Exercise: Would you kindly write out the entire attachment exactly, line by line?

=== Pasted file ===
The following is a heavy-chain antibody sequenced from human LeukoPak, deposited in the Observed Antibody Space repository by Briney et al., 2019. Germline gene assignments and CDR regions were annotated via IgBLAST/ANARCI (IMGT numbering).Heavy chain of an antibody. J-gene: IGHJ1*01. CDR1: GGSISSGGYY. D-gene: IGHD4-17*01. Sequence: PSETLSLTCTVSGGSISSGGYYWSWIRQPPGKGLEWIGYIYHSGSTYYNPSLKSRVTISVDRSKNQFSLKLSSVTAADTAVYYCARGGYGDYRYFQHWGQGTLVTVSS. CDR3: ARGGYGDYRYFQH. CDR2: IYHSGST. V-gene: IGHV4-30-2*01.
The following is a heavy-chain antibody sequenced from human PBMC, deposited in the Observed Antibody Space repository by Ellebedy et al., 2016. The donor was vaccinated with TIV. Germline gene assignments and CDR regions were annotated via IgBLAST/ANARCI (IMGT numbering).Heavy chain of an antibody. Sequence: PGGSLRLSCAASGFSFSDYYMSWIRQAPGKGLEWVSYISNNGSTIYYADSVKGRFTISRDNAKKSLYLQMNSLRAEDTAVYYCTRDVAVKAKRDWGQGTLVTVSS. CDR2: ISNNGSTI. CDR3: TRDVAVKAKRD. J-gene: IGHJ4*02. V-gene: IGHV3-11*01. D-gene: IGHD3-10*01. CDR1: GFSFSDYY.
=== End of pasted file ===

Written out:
The following is a heavy-chain antibody sequenced from human LeukoPak, deposited in the Observed Antibody Space repository by Briney et al., 2019. Germline gene assignments and CDR regions were annotated via IgBLAST/ANARCI (IMGT numbering).Heavy chain of an antibody. J-gene: IGHJ1*01. CDR1: GGSISSGGYY. D-gene: IGHD4-17*01. Sequence: PSETLSLTCTVSGGSISSGGYYWSWIRQPPGKGLEWIGYIYHSGSTYYNPSLKSRVTISVDRSKNQFSLKLSSVTAADTAVYYCARGGYGDYRYFQHWGQGTLVTVSS. CDR3: ARGGYGDYRYFQH. CDR2: IYHSGST. V-gene: IGHV4-30-2*01.
The following is a heavy-chain antibody sequenced from human PBMC, deposited in the Observed Antibody Space repository by Ellebedy et al., 2016. The donor was vaccinated with TIV. Germline gene assignments and CDR regions were annotated via IgBLAST/ANARCI (IMGT numbering).Heavy chain of an antibody. Sequence: PGGSLRLSCAASGFSFSDYYMSWIRQAPGKGLEWVSYISNNGSTIYYADSVKGRFTISRDNAKKSLYLQMNSLRAEDTAVYYCTRDVAVKAKRDWGQGTLVTVSS. CDR2: ISNNGSTI. CDR3: TRDVAVKAKRD. J-gene: IGHJ4*02. V-gene: IGHV3-11*01. D-gene: IGHD3-10*01. CDR1: GFSFSDYY.